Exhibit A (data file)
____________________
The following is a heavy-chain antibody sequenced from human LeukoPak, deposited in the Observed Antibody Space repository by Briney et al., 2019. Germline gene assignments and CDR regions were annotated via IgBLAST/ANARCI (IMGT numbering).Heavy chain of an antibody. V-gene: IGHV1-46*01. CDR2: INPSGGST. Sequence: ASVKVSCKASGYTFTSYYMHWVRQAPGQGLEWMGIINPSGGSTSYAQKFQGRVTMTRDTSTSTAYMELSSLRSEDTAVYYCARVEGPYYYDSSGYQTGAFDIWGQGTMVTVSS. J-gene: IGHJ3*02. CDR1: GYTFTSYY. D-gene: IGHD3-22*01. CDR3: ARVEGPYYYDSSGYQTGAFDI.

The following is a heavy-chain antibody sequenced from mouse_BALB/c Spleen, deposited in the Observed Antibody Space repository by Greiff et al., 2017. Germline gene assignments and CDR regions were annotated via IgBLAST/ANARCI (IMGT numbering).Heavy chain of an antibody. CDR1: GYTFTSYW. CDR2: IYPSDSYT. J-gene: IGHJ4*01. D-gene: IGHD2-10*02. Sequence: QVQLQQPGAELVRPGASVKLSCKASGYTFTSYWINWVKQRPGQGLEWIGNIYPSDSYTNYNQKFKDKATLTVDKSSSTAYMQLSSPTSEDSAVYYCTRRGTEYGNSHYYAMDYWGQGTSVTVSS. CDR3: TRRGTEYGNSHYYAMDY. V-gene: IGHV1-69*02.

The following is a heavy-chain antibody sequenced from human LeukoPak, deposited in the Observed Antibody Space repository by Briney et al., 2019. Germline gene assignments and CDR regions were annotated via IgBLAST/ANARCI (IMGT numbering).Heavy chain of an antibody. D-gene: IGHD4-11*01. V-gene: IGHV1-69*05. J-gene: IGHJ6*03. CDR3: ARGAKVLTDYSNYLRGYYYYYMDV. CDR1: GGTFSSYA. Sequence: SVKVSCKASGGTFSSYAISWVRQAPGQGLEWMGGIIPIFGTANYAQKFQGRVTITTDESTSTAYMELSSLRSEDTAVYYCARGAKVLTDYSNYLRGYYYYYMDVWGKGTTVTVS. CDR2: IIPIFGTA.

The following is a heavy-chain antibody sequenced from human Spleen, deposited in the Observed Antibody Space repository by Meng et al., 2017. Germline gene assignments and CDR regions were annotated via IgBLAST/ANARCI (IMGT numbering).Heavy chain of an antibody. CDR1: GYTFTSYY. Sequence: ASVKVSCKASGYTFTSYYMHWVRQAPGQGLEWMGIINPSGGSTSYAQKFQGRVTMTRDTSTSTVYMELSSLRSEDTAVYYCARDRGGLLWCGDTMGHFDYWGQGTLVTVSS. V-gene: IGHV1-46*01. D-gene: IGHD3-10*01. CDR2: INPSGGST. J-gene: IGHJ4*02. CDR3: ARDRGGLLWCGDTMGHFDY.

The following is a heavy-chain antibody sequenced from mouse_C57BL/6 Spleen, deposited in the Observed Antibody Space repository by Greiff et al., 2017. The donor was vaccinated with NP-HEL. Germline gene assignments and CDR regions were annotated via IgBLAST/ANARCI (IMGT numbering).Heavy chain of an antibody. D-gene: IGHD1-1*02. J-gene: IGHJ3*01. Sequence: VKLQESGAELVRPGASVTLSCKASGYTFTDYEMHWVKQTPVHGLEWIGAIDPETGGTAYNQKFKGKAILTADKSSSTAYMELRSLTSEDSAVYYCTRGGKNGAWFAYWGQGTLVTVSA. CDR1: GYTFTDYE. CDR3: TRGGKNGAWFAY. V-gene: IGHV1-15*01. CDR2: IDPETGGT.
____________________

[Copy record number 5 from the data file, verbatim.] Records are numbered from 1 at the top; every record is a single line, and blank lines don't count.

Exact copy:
The following is a heavy-chain antibody sequenced from mouse_C57BL/6 Spleen, deposited in the Observed Antibody Space repository by Greiff et al., 2017. The donor was vaccinated with NP-HEL. Germline gene assignments and CDR regions were annotated via IgBLAST/ANARCI (IMGT numbering).Heavy chain of an antibody. D-gene: IGHD1-1*02. J-gene: IGHJ3*01. Sequence: VKLQESGAELVRPGASVTLSCKASGYTFTDYEMHWVKQTPVHGLEWIGAIDPETGGTAYNQKFKGKAILTADKSSSTAYMELRSLTSEDSAVYYCTRGGKNGAWFAYWGQGTLVTVSA. CDR1: GYTFTDYE. CDR3: TRGGKNGAWFAY. V-gene: IGHV1-15*01. CDR2: IDPETGGT.